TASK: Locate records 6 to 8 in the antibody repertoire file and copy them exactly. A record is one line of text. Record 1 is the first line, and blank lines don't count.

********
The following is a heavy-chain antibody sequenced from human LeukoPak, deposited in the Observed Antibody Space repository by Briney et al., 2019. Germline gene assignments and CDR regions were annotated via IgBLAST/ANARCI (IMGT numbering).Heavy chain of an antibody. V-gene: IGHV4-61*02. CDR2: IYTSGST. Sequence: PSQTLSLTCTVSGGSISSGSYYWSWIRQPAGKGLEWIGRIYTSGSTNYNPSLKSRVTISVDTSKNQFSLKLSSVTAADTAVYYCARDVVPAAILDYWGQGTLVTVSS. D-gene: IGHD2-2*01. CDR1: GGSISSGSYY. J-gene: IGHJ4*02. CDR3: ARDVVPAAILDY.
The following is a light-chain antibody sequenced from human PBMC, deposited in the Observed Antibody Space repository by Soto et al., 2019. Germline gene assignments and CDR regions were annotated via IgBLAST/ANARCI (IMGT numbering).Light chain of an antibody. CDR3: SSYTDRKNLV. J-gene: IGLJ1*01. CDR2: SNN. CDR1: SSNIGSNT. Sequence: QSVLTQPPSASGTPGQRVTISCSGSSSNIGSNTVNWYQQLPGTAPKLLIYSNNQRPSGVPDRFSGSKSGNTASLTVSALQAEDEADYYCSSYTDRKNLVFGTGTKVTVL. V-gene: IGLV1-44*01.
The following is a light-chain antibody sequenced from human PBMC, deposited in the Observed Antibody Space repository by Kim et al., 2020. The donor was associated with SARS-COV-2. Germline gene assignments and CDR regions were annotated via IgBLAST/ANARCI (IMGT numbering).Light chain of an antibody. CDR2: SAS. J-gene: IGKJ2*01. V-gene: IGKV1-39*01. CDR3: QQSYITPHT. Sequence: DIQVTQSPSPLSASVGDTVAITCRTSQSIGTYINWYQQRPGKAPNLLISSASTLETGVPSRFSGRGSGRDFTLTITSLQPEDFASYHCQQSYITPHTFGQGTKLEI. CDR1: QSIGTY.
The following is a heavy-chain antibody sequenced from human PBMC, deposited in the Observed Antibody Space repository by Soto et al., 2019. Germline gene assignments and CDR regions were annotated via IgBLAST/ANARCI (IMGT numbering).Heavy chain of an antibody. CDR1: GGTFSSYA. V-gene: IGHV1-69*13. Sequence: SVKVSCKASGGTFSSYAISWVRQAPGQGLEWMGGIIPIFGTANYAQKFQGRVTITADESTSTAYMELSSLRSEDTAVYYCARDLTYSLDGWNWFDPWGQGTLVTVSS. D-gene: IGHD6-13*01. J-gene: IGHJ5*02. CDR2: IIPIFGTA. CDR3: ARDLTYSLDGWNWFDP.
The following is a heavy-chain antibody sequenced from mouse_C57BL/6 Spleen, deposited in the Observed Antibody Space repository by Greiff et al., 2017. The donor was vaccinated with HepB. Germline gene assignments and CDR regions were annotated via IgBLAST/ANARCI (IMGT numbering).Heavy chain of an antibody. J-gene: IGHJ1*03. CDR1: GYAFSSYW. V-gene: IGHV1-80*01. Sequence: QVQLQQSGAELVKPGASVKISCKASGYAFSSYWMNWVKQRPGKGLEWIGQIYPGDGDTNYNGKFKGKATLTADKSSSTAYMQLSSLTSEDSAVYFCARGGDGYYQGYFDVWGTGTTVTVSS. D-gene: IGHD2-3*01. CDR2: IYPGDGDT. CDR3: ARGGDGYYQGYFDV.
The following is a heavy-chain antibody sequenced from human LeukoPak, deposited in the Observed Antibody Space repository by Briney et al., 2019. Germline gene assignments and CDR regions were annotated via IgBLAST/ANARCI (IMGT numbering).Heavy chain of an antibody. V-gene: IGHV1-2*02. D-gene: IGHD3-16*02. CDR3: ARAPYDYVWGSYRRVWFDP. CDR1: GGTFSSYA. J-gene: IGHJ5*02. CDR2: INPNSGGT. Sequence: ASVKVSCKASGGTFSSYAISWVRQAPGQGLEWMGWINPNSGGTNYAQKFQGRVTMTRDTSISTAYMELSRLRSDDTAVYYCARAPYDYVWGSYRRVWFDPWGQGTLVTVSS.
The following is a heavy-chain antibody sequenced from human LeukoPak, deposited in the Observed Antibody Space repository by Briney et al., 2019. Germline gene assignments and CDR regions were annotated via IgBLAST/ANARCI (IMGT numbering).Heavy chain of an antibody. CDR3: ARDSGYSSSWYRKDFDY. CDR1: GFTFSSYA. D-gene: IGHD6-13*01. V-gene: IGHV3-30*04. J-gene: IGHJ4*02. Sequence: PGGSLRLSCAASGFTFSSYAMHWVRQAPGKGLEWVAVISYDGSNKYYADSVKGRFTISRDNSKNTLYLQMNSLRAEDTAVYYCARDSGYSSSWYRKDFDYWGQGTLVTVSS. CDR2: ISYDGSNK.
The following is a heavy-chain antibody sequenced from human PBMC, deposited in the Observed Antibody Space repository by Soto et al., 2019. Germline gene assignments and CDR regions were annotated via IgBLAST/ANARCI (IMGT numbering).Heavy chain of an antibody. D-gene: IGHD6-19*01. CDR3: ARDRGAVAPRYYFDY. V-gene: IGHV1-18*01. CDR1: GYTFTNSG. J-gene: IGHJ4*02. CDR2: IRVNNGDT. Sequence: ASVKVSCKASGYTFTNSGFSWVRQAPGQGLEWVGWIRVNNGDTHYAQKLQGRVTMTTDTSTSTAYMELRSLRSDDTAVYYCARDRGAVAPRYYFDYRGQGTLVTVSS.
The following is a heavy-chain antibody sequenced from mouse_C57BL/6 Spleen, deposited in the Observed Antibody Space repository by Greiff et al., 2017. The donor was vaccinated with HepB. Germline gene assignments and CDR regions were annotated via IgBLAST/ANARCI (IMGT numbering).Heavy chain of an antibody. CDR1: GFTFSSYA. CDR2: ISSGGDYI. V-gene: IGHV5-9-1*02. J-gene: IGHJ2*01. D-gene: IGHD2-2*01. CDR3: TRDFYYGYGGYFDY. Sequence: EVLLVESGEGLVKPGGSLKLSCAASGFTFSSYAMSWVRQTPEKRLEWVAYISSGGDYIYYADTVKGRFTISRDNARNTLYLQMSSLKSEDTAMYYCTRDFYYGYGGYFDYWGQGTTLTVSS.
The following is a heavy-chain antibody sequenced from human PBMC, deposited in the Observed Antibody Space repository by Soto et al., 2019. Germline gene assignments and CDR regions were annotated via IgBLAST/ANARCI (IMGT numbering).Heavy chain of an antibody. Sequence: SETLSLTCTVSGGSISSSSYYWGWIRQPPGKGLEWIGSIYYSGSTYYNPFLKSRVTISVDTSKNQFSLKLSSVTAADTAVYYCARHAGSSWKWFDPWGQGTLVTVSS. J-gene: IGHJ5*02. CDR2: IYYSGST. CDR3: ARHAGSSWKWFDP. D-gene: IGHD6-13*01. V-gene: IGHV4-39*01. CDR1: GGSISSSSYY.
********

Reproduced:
The following is a heavy-chain antibody sequenced from human LeukoPak, deposited in the Observed Antibody Space repository by Briney et al., 2019. Germline gene assignments and CDR regions were annotated via IgBLAST/ANARCI (IMGT numbering).Heavy chain of an antibody. V-gene: IGHV1-2*02. D-gene: IGHD3-16*02. CDR3: ARAPYDYVWGSYRRVWFDP. CDR1: GGTFSSYA. J-gene: IGHJ5*02. CDR2: INPNSGGT. Sequence: ASVKVSCKASGGTFSSYAISWVRQAPGQGLEWMGWINPNSGGTNYAQKFQGRVTMTRDTSISTAYMELSRLRSDDTAVYYCARAPYDYVWGSYRRVWFDPWGQGTLVTVSS.
The following is a heavy-chain antibody sequenced from human LeukoPak, deposited in the Observed Antibody Space repository by Briney et al., 2019. Germline gene assignments and CDR regions were annotated via IgBLAST/ANARCI (IMGT numbering).Heavy chain of an antibody. CDR3: ARDSGYSSSWYRKDFDY. CDR1: GFTFSSYA. D-gene: IGHD6-13*01. V-gene: IGHV3-30*04. J-gene: IGHJ4*02. Sequence: PGGSLRLSCAASGFTFSSYAMHWVRQAPGKGLEWVAVISYDGSNKYYADSVKGRFTISRDNSKNTLYLQMNSLRAEDTAVYYCARDSGYSSSWYRKDFDYWGQGTLVTVSS. CDR2: ISYDGSNK.
The following is a heavy-chain antibody sequenced from human PBMC, deposited in the Observed Antibody Space repository by Soto et al., 2019. Germline gene assignments and CDR regions were annotated via IgBLAST/ANARCI (IMGT numbering).Heavy chain of an antibody. D-gene: IGHD6-19*01. CDR3: ARDRGAVAPRYYFDY. V-gene: IGHV1-18*01. CDR1: GYTFTNSG. J-gene: IGHJ4*02. CDR2: IRVNNGDT. Sequence: ASVKVSCKASGYTFTNSGFSWVRQAPGQGLEWVGWIRVNNGDTHYAQKLQGRVTMTTDTSTSTAYMELRSLRSDDTAVYYCARDRGAVAPRYYFDYRGQGTLVTVSS.